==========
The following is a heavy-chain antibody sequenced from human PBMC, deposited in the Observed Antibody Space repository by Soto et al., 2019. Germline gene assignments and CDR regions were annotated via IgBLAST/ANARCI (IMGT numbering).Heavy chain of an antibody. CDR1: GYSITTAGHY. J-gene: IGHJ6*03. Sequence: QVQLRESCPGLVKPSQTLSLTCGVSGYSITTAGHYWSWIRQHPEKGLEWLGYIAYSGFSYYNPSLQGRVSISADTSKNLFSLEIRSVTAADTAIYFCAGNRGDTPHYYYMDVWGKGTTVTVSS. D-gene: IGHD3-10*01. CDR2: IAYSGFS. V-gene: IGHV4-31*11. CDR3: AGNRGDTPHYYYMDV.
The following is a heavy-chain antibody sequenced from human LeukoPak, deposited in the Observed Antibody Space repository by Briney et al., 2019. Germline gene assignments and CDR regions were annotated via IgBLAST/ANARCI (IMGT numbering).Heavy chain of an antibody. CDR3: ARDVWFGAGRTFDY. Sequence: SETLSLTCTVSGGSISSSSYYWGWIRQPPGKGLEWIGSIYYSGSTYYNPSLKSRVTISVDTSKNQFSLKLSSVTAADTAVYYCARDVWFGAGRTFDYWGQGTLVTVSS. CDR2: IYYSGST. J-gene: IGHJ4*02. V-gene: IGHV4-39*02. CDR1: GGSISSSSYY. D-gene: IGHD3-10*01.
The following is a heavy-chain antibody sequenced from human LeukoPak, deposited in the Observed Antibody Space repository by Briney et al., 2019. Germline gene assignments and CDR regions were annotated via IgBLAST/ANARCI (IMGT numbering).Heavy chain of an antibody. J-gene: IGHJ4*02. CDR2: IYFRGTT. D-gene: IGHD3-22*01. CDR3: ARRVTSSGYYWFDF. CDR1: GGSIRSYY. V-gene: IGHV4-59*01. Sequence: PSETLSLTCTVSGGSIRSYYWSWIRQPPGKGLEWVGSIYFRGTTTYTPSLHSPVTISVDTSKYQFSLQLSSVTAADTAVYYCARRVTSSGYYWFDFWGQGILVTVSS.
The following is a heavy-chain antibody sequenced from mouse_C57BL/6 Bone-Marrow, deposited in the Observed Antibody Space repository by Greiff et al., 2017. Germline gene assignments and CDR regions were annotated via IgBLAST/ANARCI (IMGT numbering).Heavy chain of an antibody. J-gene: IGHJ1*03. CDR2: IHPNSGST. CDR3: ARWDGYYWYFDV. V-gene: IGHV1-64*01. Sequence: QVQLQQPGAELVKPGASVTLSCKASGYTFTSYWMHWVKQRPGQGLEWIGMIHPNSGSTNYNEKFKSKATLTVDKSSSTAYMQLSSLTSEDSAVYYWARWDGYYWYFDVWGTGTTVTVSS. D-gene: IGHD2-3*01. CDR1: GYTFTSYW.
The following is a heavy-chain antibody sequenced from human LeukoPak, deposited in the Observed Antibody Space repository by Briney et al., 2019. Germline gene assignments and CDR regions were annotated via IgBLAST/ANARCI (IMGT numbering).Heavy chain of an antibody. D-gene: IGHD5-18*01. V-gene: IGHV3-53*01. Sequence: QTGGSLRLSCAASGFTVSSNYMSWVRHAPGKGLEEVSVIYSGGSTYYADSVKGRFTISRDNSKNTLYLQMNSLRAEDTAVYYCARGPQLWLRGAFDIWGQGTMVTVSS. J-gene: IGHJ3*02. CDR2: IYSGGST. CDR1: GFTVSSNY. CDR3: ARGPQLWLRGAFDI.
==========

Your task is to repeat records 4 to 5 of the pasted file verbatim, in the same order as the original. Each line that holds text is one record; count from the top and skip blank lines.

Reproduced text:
The following is a heavy-chain antibody sequenced from mouse_C57BL/6 Bone-Marrow, deposited in the Observed Antibody Space repository by Greiff et al., 2017. Germline gene assignments and CDR regions were annotated via IgBLAST/ANARCI (IMGT numbering).Heavy chain of an antibody. J-gene: IGHJ1*03. CDR2: IHPNSGST. CDR3: ARWDGYYWYFDV. V-gene: IGHV1-64*01. Sequence: QVQLQQPGAELVKPGASVTLSCKASGYTFTSYWMHWVKQRPGQGLEWIGMIHPNSGSTNYNEKFKSKATLTVDKSSSTAYMQLSSLTSEDSAVYYWARWDGYYWYFDVWGTGTTVTVSS. D-gene: IGHD2-3*01. CDR1: GYTFTSYW.
The following is a heavy-chain antibody sequenced from human LeukoPak, deposited in the Observed Antibody Space repository by Briney et al., 2019. Germline gene assignments and CDR regions were annotated via IgBLAST/ANARCI (IMGT numbering).Heavy chain of an antibody. D-gene: IGHD5-18*01. V-gene: IGHV3-53*01. Sequence: QTGGSLRLSCAASGFTVSSNYMSWVRHAPGKGLEEVSVIYSGGSTYYADSVKGRFTISRDNSKNTLYLQMNSLRAEDTAVYYCARGPQLWLRGAFDIWGQGTMVTVSS. J-gene: IGHJ3*02. CDR2: IYSGGST. CDR1: GFTVSSNY. CDR3: ARGPQLWLRGAFDI.